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Get Back to Play

Let’s face it. Many of us adults have forgotten the value of play. With our increasingly busy lives, we often don’t indulge in play that allows us to let go, be spontaneous and enjoy the moment. When you watch a baby play with a toy, a set of keys or even her feet, it is impossible not to admire her joyful sense of discovery. We should all aspire to rediscover an infant’s playful spirit because while she’s having fun, she’s also learning effortlessly. Despite the fact that adults put learning and play into two separate categories, babies have a lot to teach us about how powerfully connected learning and play are.

Early infant play

For parents and other adults playing with very young infants can feel like wandering into unknown territory. Why? Sometimes our own discomfort of leaving “adult mode” and joining a baby’s level of understanding gets in the way. But the rewards when you do so are great, and any parent who is able to elicit a delighted gasp or giggle is bound to try again. (I always think the babies are retraining us how to play by reinforcing our efforts.)

Basic play in infancy needs to be initiated by adults, simply because babies cannot yet reach out and grab a toy. But young infants can (and do) communicate their pleasure and sense of fun through excited body movements, eager eyes and various cooing noises. In just a few months, they can intentionally kick a toy or grasp and release a rattle, thereby becoming a more active play partner. Parents still need to create an environment that has a mix of entertaining or intriguing objects, but infants soon start to select one type of toy or activity over another. This is the beginning of babies taking control of their own play.

Thanks to advances in their attention span and memory skills, short bursts of independent play become possible between 6 and 12 months. Initially, babies learn through repeating basic actions, such as dropping their bottle from the crib. It may not feel “playful” to us adults the 400th time we pick it up, but from the baby’s standpoint, this is all fun. It also signals a change from “accidental” interaction with an object (What happened? …I dropped it and it made a sound) to intentional play (Let me drop it again and get mom or dad involved).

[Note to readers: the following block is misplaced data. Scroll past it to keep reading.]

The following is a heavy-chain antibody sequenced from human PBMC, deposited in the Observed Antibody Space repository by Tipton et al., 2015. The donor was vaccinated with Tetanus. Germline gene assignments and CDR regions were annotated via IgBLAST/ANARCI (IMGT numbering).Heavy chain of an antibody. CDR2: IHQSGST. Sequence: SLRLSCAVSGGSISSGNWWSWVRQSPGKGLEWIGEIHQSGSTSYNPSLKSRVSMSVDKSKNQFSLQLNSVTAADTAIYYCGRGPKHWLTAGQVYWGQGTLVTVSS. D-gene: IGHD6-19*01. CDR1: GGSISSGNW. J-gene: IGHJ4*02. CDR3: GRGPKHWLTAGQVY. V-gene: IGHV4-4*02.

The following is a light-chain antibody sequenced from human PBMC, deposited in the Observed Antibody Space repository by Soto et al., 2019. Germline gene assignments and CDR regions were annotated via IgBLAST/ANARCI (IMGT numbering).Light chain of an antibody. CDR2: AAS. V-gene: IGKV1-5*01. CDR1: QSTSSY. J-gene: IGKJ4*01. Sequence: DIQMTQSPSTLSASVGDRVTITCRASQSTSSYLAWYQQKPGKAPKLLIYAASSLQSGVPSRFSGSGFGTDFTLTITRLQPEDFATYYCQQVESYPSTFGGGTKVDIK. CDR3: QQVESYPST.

Benefits of pretend play

Pretend play, including imitation, is a wonderful advance in toddlers that emerges around a child’s first birthday. Between ages one and two, children are eager to learn about associations (the doorbell means someone’s there) and to follow sequences (1, then 2, then 3) in a meaningful way and hold them in their memory. The toddler is also able to manipulate her world using familiar items in new ways. A child holding up a toy phone to her ear and saying “hi” is engaging in just such play. Later she can go further and “create” a phone out of a block, ore even hold an imaginary phone in her hands. Her play world is expanding and will soon include others.

Tips for playful fun

Basic fun is ideal for babies under a year, so toys should be chosen that are safe, lightweight and easy to grasp, and do not have small parts that might choke an infant. Remember, babies explore and play with their mouths just as much as their hands at first! Check if the packaging states the toy meets ASTM toy safety standards. Adults worry that infants will be bored with simpler toys, but in reality many of the “bells and whistles” placed on infant toys can be over stimulating. If you do choose toys with batteries, on-off buttons are key, as is whether the toy still holds the baby’s interest when it’s sitting quietly. I’ve heard many parents complain that they bought a cool toy at the store, which holds absolutely no interest for their baby. Shop with a baby’s eye view, rather than an adult-oriented mindset. This means toning down your expectations for how long your child will sit with a toy; babies’ dedicated attention is in seconds vs. minutes. Soft books, rattles and balls or blocks are always a safe bet, since they naturally build on what babies’ brains and bodies are already primed to do.

As your baby grows, look for toys that support the development of imaginary play. I always recommend “activated” features that involve the child having to do something (press a button, turn it over, squeeze the toy), vs. electronic toys that do everything for the child. The goal should not be to know the ABC’s by age 3, but to enjoy the learning process. In a well-designed toy, fun and learning are intertwined so that the learning is almost effortless but the enjoyment is plainly visible. Don’t forget to spend a few minutes each day playing with your baby; it’ll be fun for both of you!


Maureen O’Brien, PhD is a developmental psychologist and mother of twins who lives in Canton. She lectures and consults on child development and parenting issues and is the author of the parenting series, Watch Me Grow: I’m One-Two-Three (available at